Read the book. Ask the students to think about the animals (not the little rabbit) in the book. Is there anything they could have done to stop the Terrible Things? What could they have done? Discuss the words bystander and upstander. I have included posters in the free pack I created.

Use the mentor text, Terrible Things, to teach students how to be upstanders, combat bullying, and support and stand up for what is right and fair. Ideas By Jivey shares a free resource and ideas to teach with the book.

Review the story and discuss how Little Rabbit changed from the beginning to the middle to the end. This can also be done on the included page in this free pack. Discuss how Little Rabbit changed from a bystander to an upstander.

Take a look back at the list of terrible things the class compiled. Is there anything on the list that they could change or do to make a difference? Have them list those things on their own page if completing that way. Circle the things on the board that could be changed if a class list was compiled. You might also discuss what to do to make a difference.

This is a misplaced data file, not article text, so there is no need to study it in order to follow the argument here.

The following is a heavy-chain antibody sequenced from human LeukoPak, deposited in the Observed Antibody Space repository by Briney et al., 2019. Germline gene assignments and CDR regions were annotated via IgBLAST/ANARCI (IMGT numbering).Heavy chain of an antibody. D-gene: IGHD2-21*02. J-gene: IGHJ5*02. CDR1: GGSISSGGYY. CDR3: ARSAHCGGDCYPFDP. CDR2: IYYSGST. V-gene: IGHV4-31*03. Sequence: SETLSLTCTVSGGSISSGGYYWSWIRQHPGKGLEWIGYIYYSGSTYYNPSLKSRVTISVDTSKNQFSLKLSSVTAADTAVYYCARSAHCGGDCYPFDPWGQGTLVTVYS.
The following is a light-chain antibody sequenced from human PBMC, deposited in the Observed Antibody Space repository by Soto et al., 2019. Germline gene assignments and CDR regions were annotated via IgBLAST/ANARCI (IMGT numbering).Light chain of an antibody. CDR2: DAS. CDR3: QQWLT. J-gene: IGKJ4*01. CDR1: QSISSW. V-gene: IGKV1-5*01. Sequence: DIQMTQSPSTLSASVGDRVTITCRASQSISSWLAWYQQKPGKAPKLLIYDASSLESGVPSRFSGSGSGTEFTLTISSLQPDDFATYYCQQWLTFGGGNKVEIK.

Use the mentor text, Terrible Things, to teach students how to be upstanders, combat bullying, and support and stand up for what is right and fair. Ideas By Jivey shares a free resource and ideas to teach with the book.
These are some things that students have said are "Terrible Things." It is your decision how terrible you want to get on your chart (i.e.; murder and death). And can we all just take a minute to laugh that vegetables made it on the chart? ;-) And of course, tests and homework. :)